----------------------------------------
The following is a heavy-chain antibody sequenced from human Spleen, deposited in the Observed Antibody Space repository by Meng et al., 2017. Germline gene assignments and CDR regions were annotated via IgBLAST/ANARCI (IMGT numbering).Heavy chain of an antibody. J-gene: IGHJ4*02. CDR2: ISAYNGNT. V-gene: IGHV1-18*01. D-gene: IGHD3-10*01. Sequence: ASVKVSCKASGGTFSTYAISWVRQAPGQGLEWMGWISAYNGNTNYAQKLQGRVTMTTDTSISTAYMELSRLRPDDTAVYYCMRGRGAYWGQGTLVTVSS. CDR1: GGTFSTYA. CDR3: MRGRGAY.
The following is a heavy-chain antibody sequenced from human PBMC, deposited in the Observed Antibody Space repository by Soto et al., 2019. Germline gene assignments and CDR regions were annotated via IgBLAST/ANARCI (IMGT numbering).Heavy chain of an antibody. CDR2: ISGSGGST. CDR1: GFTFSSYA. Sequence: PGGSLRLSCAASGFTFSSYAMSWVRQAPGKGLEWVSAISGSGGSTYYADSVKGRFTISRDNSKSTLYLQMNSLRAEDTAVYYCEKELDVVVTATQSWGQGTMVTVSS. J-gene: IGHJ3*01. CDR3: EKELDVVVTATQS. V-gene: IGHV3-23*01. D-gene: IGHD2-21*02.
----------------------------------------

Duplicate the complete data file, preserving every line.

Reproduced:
The following is a heavy-chain antibody sequenced from human Spleen, deposited in the Observed Antibody Space repository by Meng et al., 2017. Germline gene assignments and CDR regions were annotated via IgBLAST/ANARCI (IMGT numbering).Heavy chain of an antibody. J-gene: IGHJ4*02. CDR2: ISAYNGNT. V-gene: IGHV1-18*01. D-gene: IGHD3-10*01. Sequence: ASVKVSCKASGGTFSTYAISWVRQAPGQGLEWMGWISAYNGNTNYAQKLQGRVTMTTDTSISTAYMELSRLRPDDTAVYYCMRGRGAYWGQGTLVTVSS. CDR1: GGTFSTYA. CDR3: MRGRGAY.
The following is a heavy-chain antibody sequenced from human PBMC, deposited in the Observed Antibody Space repository by Soto et al., 2019. Germline gene assignments and CDR regions were annotated via IgBLAST/ANARCI (IMGT numbering).Heavy chain of an antibody. CDR2: ISGSGGST. CDR1: GFTFSSYA. Sequence: PGGSLRLSCAASGFTFSSYAMSWVRQAPGKGLEWVSAISGSGGSTYYADSVKGRFTISRDNSKSTLYLQMNSLRAEDTAVYYCEKELDVVVTATQSWGQGTMVTVSS. J-gene: IGHJ3*01. CDR3: EKELDVVVTATQS. V-gene: IGHV3-23*01. D-gene: IGHD2-21*02.